Viet Cong Tactics

The Viet Cong traveled light and were very mobile. They remained hidden during the day and came at night to infiltrate villages, ambush American soldiers and run other missions. In the day, the Viet Cong donned farmer clothes. American had no idea who was a farmer, who was Viet Cong, who was a Viet Cong sympathizer, and who was farmer fighting for the Viet Cong.

Former OSS officer Carelton B. Swift Jr. wrote in the Washington Post: “Consider Giap’s poor soldiers: An old woman carries a covered basket that contains arms for hiding Viet Cong. Kids try out a little English on a passing GI, learn which way his unit is moving, and pass the information on. American forces could not deal with this kind of enemy; they grew frustrated and guilty when forced to fight them.”

A former Viet Cong soldier names Nguyen Huu Vy told Robert Kaiser of the Washington Post that when he began fighting for the north he had no weapons. “his first squad armed itself with fake rifles carved from the heavy, butt end of coconut palm fronds. With them they ambushed [South Vietnamese] soldiers who were apparently too frightened to look closely at the weapons. The squad built up an arsenal by stealing the weapons of Diem’s forces, usually in ambushes. With new weapons he could expand his force to a platoon, then a company, then a battalion.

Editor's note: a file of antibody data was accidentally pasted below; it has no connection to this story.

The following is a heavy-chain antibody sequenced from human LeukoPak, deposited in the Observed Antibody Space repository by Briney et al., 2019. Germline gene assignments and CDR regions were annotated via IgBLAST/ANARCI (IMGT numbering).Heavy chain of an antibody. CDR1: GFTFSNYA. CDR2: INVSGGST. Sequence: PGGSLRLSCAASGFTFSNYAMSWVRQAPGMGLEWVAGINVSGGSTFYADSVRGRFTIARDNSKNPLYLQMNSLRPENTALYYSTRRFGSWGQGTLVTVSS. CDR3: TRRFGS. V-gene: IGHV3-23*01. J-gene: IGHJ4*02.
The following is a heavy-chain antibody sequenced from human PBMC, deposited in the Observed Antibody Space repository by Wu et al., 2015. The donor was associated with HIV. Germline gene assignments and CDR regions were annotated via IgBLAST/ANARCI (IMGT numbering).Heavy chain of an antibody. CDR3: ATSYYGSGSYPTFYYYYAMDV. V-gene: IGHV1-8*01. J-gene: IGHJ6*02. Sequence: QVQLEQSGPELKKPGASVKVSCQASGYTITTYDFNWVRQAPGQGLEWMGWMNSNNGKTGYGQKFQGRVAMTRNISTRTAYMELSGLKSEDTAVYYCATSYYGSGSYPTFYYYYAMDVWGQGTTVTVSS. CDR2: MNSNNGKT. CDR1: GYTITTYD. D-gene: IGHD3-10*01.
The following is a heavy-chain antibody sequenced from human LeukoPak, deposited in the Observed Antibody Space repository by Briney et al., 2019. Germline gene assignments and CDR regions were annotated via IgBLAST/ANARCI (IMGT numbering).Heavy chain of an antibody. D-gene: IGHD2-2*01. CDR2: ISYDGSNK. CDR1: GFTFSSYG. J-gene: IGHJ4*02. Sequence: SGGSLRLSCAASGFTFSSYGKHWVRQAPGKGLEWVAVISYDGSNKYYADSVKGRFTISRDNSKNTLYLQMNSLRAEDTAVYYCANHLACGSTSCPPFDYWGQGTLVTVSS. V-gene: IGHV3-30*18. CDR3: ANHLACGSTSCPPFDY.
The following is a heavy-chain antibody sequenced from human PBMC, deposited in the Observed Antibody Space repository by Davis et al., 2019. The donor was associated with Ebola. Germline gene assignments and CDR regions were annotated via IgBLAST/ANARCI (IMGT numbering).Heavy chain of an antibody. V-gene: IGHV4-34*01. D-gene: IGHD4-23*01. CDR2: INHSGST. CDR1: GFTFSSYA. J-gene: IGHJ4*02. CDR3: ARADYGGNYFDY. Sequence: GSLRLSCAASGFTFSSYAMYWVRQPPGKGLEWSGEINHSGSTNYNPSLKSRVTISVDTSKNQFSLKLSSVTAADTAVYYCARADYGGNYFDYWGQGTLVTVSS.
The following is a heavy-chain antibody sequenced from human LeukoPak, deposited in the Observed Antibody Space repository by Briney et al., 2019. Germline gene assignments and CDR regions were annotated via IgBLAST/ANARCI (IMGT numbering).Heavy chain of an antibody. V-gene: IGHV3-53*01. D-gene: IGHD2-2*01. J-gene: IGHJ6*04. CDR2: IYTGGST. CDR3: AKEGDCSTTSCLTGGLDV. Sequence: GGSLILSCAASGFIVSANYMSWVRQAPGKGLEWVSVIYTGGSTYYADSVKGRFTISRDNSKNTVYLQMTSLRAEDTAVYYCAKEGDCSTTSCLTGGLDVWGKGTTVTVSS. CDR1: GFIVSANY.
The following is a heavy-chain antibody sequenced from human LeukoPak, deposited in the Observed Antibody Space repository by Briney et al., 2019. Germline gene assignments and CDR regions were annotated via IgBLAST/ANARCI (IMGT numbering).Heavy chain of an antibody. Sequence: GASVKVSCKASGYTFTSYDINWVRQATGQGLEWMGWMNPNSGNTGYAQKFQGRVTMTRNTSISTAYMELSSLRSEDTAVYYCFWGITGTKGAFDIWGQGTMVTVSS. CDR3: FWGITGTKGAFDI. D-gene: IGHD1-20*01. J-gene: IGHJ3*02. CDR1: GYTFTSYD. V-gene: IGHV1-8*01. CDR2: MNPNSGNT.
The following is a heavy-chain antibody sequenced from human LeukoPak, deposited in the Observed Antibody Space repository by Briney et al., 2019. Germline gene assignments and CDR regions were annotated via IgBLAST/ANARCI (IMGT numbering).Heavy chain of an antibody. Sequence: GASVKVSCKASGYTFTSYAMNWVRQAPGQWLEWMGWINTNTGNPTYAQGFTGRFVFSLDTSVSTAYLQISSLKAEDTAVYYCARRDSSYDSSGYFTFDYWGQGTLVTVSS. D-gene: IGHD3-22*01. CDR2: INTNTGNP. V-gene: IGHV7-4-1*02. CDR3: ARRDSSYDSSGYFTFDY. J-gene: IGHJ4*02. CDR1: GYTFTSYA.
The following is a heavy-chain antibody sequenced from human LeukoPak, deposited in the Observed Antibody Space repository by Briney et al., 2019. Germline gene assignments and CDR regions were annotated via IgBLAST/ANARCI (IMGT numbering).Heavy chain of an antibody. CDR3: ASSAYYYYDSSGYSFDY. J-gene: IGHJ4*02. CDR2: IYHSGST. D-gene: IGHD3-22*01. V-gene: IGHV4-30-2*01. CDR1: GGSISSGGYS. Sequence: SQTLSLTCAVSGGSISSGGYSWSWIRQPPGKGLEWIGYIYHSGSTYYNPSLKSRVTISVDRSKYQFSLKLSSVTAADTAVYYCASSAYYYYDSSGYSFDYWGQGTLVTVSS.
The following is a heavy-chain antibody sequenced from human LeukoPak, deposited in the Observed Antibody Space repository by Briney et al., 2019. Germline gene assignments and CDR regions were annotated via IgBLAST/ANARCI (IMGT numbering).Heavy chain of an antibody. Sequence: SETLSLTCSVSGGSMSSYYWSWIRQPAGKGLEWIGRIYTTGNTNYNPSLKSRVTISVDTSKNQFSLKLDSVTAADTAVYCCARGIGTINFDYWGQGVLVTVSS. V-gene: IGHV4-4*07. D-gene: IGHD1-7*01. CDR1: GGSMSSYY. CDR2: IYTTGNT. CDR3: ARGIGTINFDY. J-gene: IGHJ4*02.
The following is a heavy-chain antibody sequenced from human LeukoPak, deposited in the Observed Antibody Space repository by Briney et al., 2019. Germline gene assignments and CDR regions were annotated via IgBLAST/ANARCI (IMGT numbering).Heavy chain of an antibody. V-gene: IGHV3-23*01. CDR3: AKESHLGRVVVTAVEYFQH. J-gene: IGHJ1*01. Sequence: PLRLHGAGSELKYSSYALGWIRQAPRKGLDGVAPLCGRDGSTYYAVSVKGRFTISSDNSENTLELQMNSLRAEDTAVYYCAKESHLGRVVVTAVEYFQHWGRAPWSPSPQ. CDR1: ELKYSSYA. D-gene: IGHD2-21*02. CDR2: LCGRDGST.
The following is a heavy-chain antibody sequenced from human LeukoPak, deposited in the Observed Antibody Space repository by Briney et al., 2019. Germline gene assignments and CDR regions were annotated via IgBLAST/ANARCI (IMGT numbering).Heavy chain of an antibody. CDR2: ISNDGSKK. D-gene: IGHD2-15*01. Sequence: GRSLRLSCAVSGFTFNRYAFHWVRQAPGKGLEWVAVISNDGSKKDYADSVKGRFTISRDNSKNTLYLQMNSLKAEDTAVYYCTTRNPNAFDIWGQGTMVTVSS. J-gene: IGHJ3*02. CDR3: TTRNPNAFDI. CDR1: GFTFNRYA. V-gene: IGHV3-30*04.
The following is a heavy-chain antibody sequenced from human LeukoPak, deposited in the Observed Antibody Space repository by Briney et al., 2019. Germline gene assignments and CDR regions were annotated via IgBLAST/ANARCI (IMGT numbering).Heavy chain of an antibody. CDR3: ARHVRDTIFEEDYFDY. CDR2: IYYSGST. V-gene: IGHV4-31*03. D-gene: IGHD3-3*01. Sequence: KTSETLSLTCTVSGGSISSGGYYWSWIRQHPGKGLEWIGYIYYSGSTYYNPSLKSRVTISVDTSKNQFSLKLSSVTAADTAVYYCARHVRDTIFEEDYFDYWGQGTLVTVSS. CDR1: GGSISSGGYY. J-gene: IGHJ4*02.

Weapons, Tricks and Booby Traps Used by the Viet Cong

The Viet Cong and North Vietnamese for the most part didn’t have the powerful heavy weapons, helicopters, high-altitude bombers and tanks that the Americans had. They often made do with AK-47s semiautomatic guns, ingenious and deadly booby traps, and mines, often made from unexploded bombs harvested after American bombing missions. Some weapons such as tanks were of relatively little use in the mountains, swamps and rain forests where much of the fighting took place. The most useful—and often most advanced—heavy weaponry the North Vietnamese possessed were its Soviet-made anti-aircraft guns and artillery. In Moscow’s Museum of Armed Forces you can see a Kalashnikov used by a North Vietnamese soldier to kill 78 Americans on April 7, 1968.

Booby traps employed with deadly effectiveness by the North Vietnamese were often inspired by traps used to catch wild animals in the forest. They included neck snares that choke animal to death when it struggles to escape; spring snares that lift the animal in the air and hold it upside down; jaw traps that clamp down to the bone; falling weight traps that crush skulls; bamboo and wooden spike traps that skewer prey; hidden pits with spikes lying at the bottom; and pits with large spike-covered plates that enclosed on victim like a giant bear trap. Continue reading


The kind of ground fighting the Americans did in Vietnam was unlike anything U.S. soldiers had been subjected to before. “In Vietnam,” Karnow wrote, “there were no front lines to advance; the war was pervasive. An apparently benign peasant could be a guerilla, a pretty prostitute a clandestine agent, the kid who delivered the laundry a secret informer, Flooded rice fields concealed spikes, booby traps permeated jungles, and barracks were vulnerable to terrorist attacks… No wonder the grunts were so paranoid and their commanders frustrated. So strategy was reduced to a basic formula: kill as many as of the enemy as possible in hopes of breaking their morale.

Col. David H. Hackworth wrote in Newsweek: “I spent five years in Vietnam between 1965 and 1971. Commanding U.S. infantry in the field and advising South Vietnamese troops. I was wounded four times, decorated often. I saw America’s young men, many entrusted to my care, march into a meat grinder.” Continue reading